I read an interesting article this past weekend in QWeekend; an intriguing magazine by The Courier Mail. The article was titled “unholy war” and was written by Frances Whiting. The article baffles on for a considerable amount of paragraphs how the victim in the story (Wayne Warren Ruks), despite being heavily involved in drugs and alcohol, was beginning to forge an optimistic, fair and promising lifestyle for himself and those around him. “He spoke about how he was ready to stop the drinking, how he hoped to get married and raise a family of his own one day. Both of us were really looking forward to me visiting his land in the following week or so to see what he’d done with it.” said his mother Kujala. I didn’t know Wayne personally, but it never ceases to amaze me that only good, innocent people ever pass away! That’s probably the reason we have an ever increasing crime rate; the bad people just don’t die! Well, according to eulogies and family members anyway.
Back to the story. This is the most gruesome, yet surprisingly not the most morally disgusting part of the story. Ruk was murdered. He was beaten to death by two men named Jason Andrew Pearce (then aged 36) and Richard John Meerdink (then aged 39). They left him to die beside a timber-and-wrought-iron seat in Fr Paul Kelly‘s Maryborough churchyard. People walked past and ignored his body, and to add to the disbelief of the situation, the entire event was captured on the church’s security cameras. Solid evidence right? Wrong. Here’s the confounding conclusion; the two were let off with manslaughter as they pleaded not guilty to murder, and justified it as Ruks had provoked the murder because he made a “homosexual advance” towards one of them. And keep in mind for the next paragraph the security cameras revealed that the killers appeared to jump out at Ruk, after hiding in bushes waiting for him, after he had left the group.
Subsection (1) of Section 304 of the Queensland Criminal Code, Killing on Provocation states: When a person who unlawfully kills another under circumstances which, but for the provisions of this section, would constitute murder, does the act which causes death in the heat of passion caused by sudden provocation, and before there is time for the person’s passion to cool, the person is guilty of manslaughter only. The provocation in this defence has become known as “gay panic”.
Now I, as a critical thinker, currently being educated at a respected university, am encouraged to think logically about this situation. I can make multiple conclusions from this situation.
- Murder is not murder, as long as you were in the “heat of passion”, whatever that means, and although you may have time for your “passion to cool”, if you have time to hide, and wait to attack the person, it can’t be argued that you had time to think about what you were doing.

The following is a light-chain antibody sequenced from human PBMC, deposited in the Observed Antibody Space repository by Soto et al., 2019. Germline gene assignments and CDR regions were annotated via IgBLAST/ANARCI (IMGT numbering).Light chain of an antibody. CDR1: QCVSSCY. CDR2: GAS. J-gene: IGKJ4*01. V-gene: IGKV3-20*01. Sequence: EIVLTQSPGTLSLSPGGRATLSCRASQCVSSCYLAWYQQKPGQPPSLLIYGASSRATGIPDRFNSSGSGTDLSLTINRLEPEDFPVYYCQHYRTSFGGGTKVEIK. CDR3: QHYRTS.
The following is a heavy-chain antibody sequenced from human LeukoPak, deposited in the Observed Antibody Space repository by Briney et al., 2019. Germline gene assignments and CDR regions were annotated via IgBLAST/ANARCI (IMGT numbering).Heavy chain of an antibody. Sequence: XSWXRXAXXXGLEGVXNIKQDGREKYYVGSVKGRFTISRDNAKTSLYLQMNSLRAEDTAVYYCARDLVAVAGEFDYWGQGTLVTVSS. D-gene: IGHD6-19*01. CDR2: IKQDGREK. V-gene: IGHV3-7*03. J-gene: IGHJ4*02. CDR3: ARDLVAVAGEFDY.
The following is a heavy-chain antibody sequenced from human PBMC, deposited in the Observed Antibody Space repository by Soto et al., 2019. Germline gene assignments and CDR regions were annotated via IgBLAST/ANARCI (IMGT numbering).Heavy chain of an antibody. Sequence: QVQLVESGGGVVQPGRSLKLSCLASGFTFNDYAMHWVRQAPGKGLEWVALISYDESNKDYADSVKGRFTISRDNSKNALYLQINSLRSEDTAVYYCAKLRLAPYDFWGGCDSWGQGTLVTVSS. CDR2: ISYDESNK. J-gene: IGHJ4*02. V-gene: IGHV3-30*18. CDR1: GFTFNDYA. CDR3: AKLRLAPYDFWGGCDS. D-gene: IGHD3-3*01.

- Discrimination laws are useless. Who ever heard of a woman getting beaten to death because a gay man was in the “heat of passion” because she cracked onto him.
- If I can lie that they tried to crack on to me, I can kill them for being gay because I was just so passionate.
- If I am a bystander and not filled with the “heat of passion” like my friend is (because someone gay is cracking on to them), I can still assist with the murder, and disposal of the body, and I will be given a lesser punishment.
- If I go to court for the murder, I can be confident that prejudice against the homosexual victim will be present. Everyone involved in the court proceeding will be informed that homosexual advancements were made, even though this may cause people to make their decisions before hearing any of the details. Even if those advancements are proven false.
We are at an epochal moment; enough is enough. To what level of irony do we need to reach, before we say “Hang on! Why is a Catholic Priest leading this fight? Maybe for once, we should listen”. Fr Kelly has a dual degree in Economics and Law, and has taken his campaign to the state Attorney-General, both current and previous, the priest has written several letters to local newspapers, then-premier Anna Bligh and then-AG Paul Lucas. He also wrote to Jarrod Bleijie, then-shadow, now current AG. He said he was initially met with a “barrage of silence” from all sides. He was invited to a meeting with Bleijie, however he says he left with a feeling it was more an exercise in fobbing him off than considering real change.
All this has left me wondering what Ruk’s mother must be thinking and dealing with. She’s had to defend her son’s sexuality due to claims from drunken (accused) murderers, she’s lost her son, she’s been told that not only did people walk by and do nothing, but the entire attack was caught on camera and for some ridiculous reason although it reveals ambush and extended time not “heat of passion”, it is still not enough for disgusting people like Jason Andrew Pearce and Richard John Meerdink, to be sentenced as murderers. In my personal opinion, if they can argue on a “gay panic” defence, they can plead guilty to voilent discrimination against a person’s sexuality.
I was taught that the law is not designed to be fair. But, it IS designed to bring forth justice. It seems that in this situation, the law is neither of the two. The next time you pull out your phone in case a shady figure attacks you; don’t, run. Because when you’re dead, the attacker might justify to the jury that you tried to crack on to them. And the jury will believe it.
By Matthew Compton